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Of Mary Sues and Marty Stus

(Here’s another opinion piece brought to you by the always gracious David Herbert.  Enjoy!)

 

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So last week I made an idiot of myself by making a commentary on straw man arguments, while using an inaccurate definition of the term. My apologies. But now we dig into territory that’s a little harder to define since the term tends to be thrown around rather casually, especially on TV Tropes.

By the broadest definition, a Sue/Stu is an idealised version of the author who is universally liked, sometimes even by the antagonists, has powers/abilities far beyond any one else and always comes out on top. However, many protagonists have traits that fall under these categories and yet are never accused of being a Sue/Stu. And there are also many who have these traits but are unfairly labelled as one.

For example, Hermione Granger is a character I feel is unfairly labelled. Now yes, you can point out that JK Rowling has admitted she identifies most with Hermione and we are talking about a witch who can perform magic far beyond what is expected of her, but that doesn’t make her a Sue. (For the record, I’m only going by the books, not the movies). In the first novel, she’s introduced as being somewhat stuck up, a buzz kill, arrogant and these traits have alienated her from the rest of her classmates. She eventually loosens up, but the other characters still find her irritating at times.

The character is shown to be very neurotic; in book 3 she fails a test when the final obstacle, a creature that transforms into a person’s worst fear, appears as the deputy headmistress and informs her she flunked all her exams. She’s also only knowledgeable on textbook subjects, relying on Ron to tell her about wizarding culture as she didn’t grow up with them. And around book 4, she gains some white guilt over the plight of house elves, even going so far as to try and trick them into freeing themselves despite the elves being perfectly happy at Hogwarts, almost in an analogue of Islamic women who hate people campaigning for the banning of burqas. She refuses to accept that though since she’s very narrow minded and is routinely shown as this being a negative quality.

There’s nothing wrong with having a character based on the author, it’s always good to write what you know. And there’s nothing wrong with having a character that can be used as a power fantasy. It really all comes down to, as I said last week, framing and execution. If the character does something bad, are they punished for it? Are we shown or told how great a character is? How do they compare to the people around them?

Let’s take a look at some characters who can be seen as Stu/Sues and see if they fit the bill.

 

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Ethan McManus of Ctrl+Alt+Delete

Now Buckley draws himself and Ethan the same way, so this is a clear author avatar. He’s idealised, to the point of being declared the king of gaming. His friends forgive him for awful things and his pain is usually shown as being of greater concern. However he’s not really supposed to be the superior one, in fact much of the humour comes from his idiocy. But that factor actually strengthens the other claims since he can be that stupid and still that right.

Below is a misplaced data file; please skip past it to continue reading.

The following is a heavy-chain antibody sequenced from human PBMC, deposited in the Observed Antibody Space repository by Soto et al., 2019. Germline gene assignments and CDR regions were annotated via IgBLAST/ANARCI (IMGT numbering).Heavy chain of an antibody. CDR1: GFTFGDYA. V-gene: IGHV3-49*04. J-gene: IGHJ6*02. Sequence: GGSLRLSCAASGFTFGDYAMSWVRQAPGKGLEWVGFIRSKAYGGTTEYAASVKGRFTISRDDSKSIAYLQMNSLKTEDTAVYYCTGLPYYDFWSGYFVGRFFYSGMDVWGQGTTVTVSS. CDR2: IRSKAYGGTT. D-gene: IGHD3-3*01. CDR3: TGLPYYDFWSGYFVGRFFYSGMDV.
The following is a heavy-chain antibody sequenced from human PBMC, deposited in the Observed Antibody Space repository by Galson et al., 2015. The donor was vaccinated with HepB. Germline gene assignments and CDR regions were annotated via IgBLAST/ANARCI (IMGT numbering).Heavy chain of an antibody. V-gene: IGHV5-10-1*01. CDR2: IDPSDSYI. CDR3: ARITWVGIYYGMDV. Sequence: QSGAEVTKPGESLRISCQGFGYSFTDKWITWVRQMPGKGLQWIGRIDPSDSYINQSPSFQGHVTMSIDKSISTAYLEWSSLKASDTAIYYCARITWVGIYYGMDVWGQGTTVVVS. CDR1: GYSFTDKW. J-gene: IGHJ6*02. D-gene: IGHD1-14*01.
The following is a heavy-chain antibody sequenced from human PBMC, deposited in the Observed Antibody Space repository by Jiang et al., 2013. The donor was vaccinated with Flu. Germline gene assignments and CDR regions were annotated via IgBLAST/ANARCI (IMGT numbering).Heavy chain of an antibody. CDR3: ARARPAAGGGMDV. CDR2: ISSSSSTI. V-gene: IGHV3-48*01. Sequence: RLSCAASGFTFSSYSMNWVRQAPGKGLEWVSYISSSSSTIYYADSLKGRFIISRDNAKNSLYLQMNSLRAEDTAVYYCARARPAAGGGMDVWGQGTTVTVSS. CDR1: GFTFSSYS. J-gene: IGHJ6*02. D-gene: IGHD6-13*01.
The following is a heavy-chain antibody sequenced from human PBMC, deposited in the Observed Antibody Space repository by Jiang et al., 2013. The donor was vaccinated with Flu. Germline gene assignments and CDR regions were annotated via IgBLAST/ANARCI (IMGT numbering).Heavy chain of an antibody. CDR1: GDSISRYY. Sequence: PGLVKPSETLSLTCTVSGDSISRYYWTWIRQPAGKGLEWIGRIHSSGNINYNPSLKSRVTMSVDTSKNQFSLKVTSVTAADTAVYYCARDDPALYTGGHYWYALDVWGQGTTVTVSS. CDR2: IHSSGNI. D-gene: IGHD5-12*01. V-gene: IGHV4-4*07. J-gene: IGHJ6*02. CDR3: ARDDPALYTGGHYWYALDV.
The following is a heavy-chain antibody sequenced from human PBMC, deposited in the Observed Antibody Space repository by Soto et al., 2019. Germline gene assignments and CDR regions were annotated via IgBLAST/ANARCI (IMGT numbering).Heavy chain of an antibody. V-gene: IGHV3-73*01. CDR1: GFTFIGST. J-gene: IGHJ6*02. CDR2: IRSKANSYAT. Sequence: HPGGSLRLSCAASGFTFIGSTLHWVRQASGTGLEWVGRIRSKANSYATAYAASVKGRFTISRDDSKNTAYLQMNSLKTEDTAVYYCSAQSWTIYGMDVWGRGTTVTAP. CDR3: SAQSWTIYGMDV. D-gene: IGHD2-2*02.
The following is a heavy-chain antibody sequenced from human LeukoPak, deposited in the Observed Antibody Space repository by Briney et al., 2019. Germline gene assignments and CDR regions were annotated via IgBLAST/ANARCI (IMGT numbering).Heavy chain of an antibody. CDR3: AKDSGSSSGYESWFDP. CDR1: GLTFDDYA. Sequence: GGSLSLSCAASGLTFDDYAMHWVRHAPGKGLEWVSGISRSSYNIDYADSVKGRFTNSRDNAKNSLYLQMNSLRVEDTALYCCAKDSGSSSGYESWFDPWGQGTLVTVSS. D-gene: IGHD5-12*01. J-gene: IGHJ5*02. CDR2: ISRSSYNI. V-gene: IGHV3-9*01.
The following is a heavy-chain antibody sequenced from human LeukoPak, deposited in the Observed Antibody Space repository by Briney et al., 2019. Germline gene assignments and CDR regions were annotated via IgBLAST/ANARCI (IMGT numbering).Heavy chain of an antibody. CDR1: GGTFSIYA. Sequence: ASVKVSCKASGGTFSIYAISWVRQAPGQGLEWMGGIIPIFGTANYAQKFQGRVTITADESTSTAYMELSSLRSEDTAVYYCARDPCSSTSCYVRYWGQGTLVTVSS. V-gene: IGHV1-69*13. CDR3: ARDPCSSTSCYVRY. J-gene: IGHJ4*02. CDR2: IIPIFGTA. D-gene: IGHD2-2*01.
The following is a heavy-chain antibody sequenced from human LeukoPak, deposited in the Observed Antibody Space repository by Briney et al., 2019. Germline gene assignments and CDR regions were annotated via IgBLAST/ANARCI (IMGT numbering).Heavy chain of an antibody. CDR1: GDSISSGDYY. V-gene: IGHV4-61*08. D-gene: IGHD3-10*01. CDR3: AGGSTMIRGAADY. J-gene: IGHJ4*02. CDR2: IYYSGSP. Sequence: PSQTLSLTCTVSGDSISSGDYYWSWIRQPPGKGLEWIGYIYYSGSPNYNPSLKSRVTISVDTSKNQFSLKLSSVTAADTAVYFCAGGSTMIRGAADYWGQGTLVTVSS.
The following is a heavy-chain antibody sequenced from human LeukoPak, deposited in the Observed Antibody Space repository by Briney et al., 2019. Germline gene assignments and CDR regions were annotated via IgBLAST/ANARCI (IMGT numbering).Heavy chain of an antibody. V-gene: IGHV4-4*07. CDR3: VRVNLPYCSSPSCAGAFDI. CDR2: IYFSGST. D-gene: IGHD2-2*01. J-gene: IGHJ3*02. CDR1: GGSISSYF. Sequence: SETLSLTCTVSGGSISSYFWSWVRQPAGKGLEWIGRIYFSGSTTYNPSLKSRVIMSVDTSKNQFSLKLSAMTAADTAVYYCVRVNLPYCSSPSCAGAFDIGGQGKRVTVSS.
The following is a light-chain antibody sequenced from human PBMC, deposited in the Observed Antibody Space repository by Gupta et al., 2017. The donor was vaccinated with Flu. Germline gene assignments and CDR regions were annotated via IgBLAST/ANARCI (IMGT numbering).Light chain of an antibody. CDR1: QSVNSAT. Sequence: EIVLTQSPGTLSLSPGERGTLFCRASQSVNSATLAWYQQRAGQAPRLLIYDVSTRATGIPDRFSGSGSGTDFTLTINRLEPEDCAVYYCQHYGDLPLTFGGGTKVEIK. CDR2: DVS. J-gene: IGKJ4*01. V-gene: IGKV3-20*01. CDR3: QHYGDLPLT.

Verdict: Marty Stu

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Tom Preston from So… You’re a Cartoonist.

The comic is semi-autobiographical so it’s an author avatar. However he’s not really idealised, he’s never presented as being a great cartoonist, in fact Dobson does mock himself on occasion and people around him tend to not like him. But he usually is presented as being in the right even when he’s being completely arrogant.

Verdict: Designated Hero

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Rayne Summers from Least I Could Do

The name is very close to the author’s plus they share the same views and interests. He can pick up any woman he wants and helps run a corporation without any prior qualifications successfully. He wins every argument without allowing the opposition to counter, and is supposedly wise for this. When he does awful things, he’s not the one to blame. His friends tolerate abuse and are shown to find it amusing no matter the subject or even endearing.

Verdict: Marty Stu

Piro

Piro from Megatokyo

Named after Fred Gallagher’s username. Not entirely idealised, but is hinted at being a talented artist who doesn’t have enough self-esteem to realise it. Has a teenager fall in love with him. He’s too self-absorbed to realise the bizarre ongoing events around him. However he is called out for being whiny.

Verdict: Designated Hero

I had some more candidates, but it was almost impossible to navigate their archives and find the references I was looking for. Feel free to comment with your own analysis of other characters. I’d love to see what people think of my own characters.

That’s all from me for now. I’ll see you guys in April where we take a look at Sinfest and see if we can determine why people are having issues with it. Take care.

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Posted on March 22, 2013, in The Webcomic Overlook, webcomics. Bookmark the permalink. 19 Comments.

  1. I think Tom Preston is a “Marty Stu” because it seems to leave the idea that he is a sane man living in a world of morons.

  2. Those pants Ethan is wearing in that above image have to be the most uncomfortable pants in the galaxy.

  3. Heribert you are opening the pandora box

  4. I do indeed find whether a character suffers consequences for their actions to be the litmus test for the Mary Sue, which is why I find the self-deprecating protagonist to still be in the running. It’s kind of how writers, when searching for a flaw so that their character is too perfect, will describe them as “clumsy.” Instead of being an actual flaw, clumsiness, and in the case of many webcomics self-deprecation, is actually treated as an endearing characteristic. Flaws cause conflict and struggle, whereas the Mary Sue suffers from stagnation from the get-go.